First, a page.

Neither of these are susceptible to “one and done” planning. Nest eggs thrive in conditions of regular tending: know the guardrails of your spending and adjust when your portfolio value changes. Small adjustments are not comfortable, but most of the time it is possible to reduce discretionary spending or postpone the new car or big trip from one year to the next.
The same is true for healthcare choices. The landscape changes and adjustments need to be made to optimize how much you are spending on premiums, what networks you want to participate in, and what prescription drugs you need covered. One of the recent changes is the Inflation Reduction Act (IRA), and Christine Simone, co-founder of Caribou, recently explained some aspects of the IRA.
It will be easier to plan for future health care costs because “Effective in 2025, there will be a $2,000 cap on out-of-pocket costs for prescription drugs for Medicare recipients,” according to Christine.
Also, premium tax credits got an extension, which affects retirees younger than age 65. Christine explains, “Normally, you can’t claim the credit unless your household income is between 100% and 400% of the federal poverty level for your family’s size. But in March of last year, the government allowed people with income levels above the 400% threshold to claim the premium tax credit for those two years if they meet the other requirements. This temporary rule would have ended after 2022, but the IRA extends the temporary exception to the 400% cap through the 2025 tax year. This affects people who retire before 65 because they often choose a Marketplace (ACA) plan for their health insurance while they wait to become Medicare-eligible. The subsidies for Marketplace plans could reduce monthly premium costs to as little as $0. The extended timeline and changes made to these subsidies also mean that even someone who has an income of over $100,000 would still earn a subsidy of more than $2,000.”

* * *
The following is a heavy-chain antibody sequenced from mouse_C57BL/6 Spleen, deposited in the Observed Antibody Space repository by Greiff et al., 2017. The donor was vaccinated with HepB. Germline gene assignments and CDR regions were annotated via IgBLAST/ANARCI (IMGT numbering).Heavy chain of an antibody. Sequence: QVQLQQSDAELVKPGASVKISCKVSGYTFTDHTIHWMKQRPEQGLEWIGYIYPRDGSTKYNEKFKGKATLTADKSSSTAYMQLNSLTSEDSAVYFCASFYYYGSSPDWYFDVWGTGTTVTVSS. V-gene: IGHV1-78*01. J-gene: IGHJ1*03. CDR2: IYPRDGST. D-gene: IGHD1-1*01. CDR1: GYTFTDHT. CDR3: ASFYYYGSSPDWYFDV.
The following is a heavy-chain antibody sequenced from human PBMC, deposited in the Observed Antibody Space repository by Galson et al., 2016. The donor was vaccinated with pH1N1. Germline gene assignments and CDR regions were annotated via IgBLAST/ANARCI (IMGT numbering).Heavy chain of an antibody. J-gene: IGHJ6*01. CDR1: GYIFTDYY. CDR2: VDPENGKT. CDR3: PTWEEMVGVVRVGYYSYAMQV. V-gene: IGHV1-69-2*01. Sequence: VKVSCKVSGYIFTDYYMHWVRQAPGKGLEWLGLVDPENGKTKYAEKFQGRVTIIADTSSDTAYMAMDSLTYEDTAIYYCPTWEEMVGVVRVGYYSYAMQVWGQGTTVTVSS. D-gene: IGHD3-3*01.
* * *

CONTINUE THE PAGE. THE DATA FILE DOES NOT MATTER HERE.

This open enrollment starting November 1st, I encourage you to look for opportunities to maximize your benefits and evaluate whether you are in the optimal plan for your situation.
If you are enrolling in Medicare for the first time, health plan premiums and drug costs (including the associated drug plan premium) are key things to consider.
If you are revising your Medicare plan, it is important to evaluate if the coverage you selected initially at 65 is still right for you. Although some changes are difficult to make, such as switching between Medicare Advantage and Original Medicare, it is possible so long as you are still healthy or live in a state with guaranteed issue rights. Look at more than the monthly premium of the plan, as well as out-of-pockets costs.
If you retire before you turn 65 you will see a jump in your health plan premium because typically you will go from an employer-sponsored health plan to COBRA or to a Marketplace plan, and those options are much more expensive. You have a lot of options when you join the Marketplace, such as whether to pick an HSA-compatible plan, and the factors and your preferences need to align when you elect coverage.